# Prove that y^2=4x+4 and y^2=4-4x intersect at right angles.

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### 2 Answers

The 2 curves intersect at the poin whose x coordinate is the solution of:

4x+4=4-4x. Or

8x=0. Or x = 0.

So the y coordinate is given by y^2 = 4x+4 . Or y = 2 or y = -2. So the point of intersection of the curves are: (0,2 ) and (0,-2).

Therefore the slope of y^2=4x at (0,2) and (0-2) are given by dy/dx at these points (0,2) and (0, -2)

Diferentiating y^2 = 4x both sides with respect to x, we get:

2y dy/dx = 4. Or (dy/dx) = 4/(2y) = (2/y ) = 1 at (0,2) and dy/dx = m1 = 4/(-4) = -1 at (0,-2).

Similarly for the curve y^2=4-4x we get dy/ dx = -4/y = -4/(2y) m2 =-1 at (0,2) and dy/dx = -4/(-2*-2) = 1 at (0,-2)

Thus the product of the slopes **m1*m2 = -1**of the tangents for both points of interesection. So the tagents should intersect at right angles.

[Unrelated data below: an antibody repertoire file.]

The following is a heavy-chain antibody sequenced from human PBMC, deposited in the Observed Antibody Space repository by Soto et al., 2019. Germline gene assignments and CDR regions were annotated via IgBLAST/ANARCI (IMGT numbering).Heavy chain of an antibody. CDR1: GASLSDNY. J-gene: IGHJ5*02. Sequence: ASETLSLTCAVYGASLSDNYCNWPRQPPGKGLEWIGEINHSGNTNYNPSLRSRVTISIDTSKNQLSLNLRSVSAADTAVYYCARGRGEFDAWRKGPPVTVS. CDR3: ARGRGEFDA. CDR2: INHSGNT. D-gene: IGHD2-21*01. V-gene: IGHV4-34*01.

To find out the intersection point, we have to put the 2 equations into the relation:

4x+4 = 4-4x

For x=0, we'll have y^2 = 4*0 + 4

y^2 = 4

y1=2 and y2=-2

To verify if the 2 curves (parabolas) are perpendicular, we have to verify if the product of the slopes of their tangent lines, in their intersection point, is -1.

First, let's calculate their slopes. In order to do so, we'll calculate their derivatives.

The derivative, with respect to x, for the first parabola:

2y*y' = 4

y' = 4/2y

y' = 2/y, the slope of the first parabola.

The derivative, with respect to x, for the second parabola:

2y*y' = -4

y' = -2/y, the slope of the second parabola.

Now, we'll check if the product of slopes is -1.

(2/y)(-2/y) = -4/y^2

We'll substitute y^2 by the value found at the point of intersection, y^2=4

-4/y^2 = -4/4=-1

The product of the slopes yields -1, so the parabolas are intersecting eachother at right angle.